Dental implants have certainly become a viable alternative to conventional dental techniques.
I started my implant training in 1984, when our modern dental implants were relatively new to the profession. At that time, the prominent implant system was not available to the general dentist. Slowly, over time, our materials and techniques have vastly improved, but there certainly were many bumps in this road over the years. Some materials and designs worked reasonably well, while others did not. We learned together through study clubs and continuing education sponsored by a variety of national and international dental organizations.
High-quality clinical education has elevated our profession to a very high level. Digital dental radiographs, and now CBCT analysis, along with CAD/CAM design and milling, have made implant dentistry fairly mainstream as more and more general dentists are embracing both the surgical and prosthetic aspects. Also, the Internet allows our potential patients to get some education as to what is possible to replace missing teeth or ill-fitting dental prostheses.
Increasing numbers of patients are now coming to the offices of general practitioners (GPs) with specific requests for dental implant therapy. It is the GP’s duty to educate and instruct these patients on the benefits and risks of treatment.
In this issue, we have a wonderful interview with the very talented Dr. Charles Schlesinger. It is an informative read for those practitioners just getting started in implant dentistry. Learning from his vast experience and opinions in this realm of dentistry will be very helpful. The article proves interesting for those who have more experience with the therapy as well. We also have a second article by Drs. JaeSeok Kang and Meekyung Son who present a clinical case involving a full-arch, multi-unit implant-supported reconstruction. This technique has become very popular around the country as we are able to predictably restore our full-arch edentulous patients with permanent fixed prostheses. This mode of treatment has specific guidelines that must be followed precisely to achieve the maximum functional and aesthetic outcomes. This article is an excellent read if you want to incorporate this treatment option into your practice. Likely, your patients have been, and will be, asking about it.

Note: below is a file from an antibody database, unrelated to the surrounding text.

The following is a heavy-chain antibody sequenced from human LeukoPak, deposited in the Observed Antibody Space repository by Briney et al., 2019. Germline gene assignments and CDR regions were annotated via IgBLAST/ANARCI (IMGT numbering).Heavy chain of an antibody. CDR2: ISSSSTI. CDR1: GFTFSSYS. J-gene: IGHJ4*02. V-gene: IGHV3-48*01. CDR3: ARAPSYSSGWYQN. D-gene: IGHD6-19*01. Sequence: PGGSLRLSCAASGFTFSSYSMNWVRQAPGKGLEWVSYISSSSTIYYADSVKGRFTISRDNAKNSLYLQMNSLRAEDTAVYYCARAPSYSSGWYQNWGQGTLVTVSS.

Presenting outcomes to patients who present to our offices requesting changes in their dental and facial aesthetics can be challenging. Clinical expertise and experience allows the dentist to visualize the end result prior to any surgical intervention. Proper, high-quality continuing dental education is the key to success. I challenge our readers to take the information presented in this issue and use it to help elevate diagnoses, treatment planning, and clinical thought processes to the highest level possible.
If you have any questions or comments about this topic, or any other subject presented in Implants Today, feel free to contact Dr. Kosinski at firstname.lastname@example.org.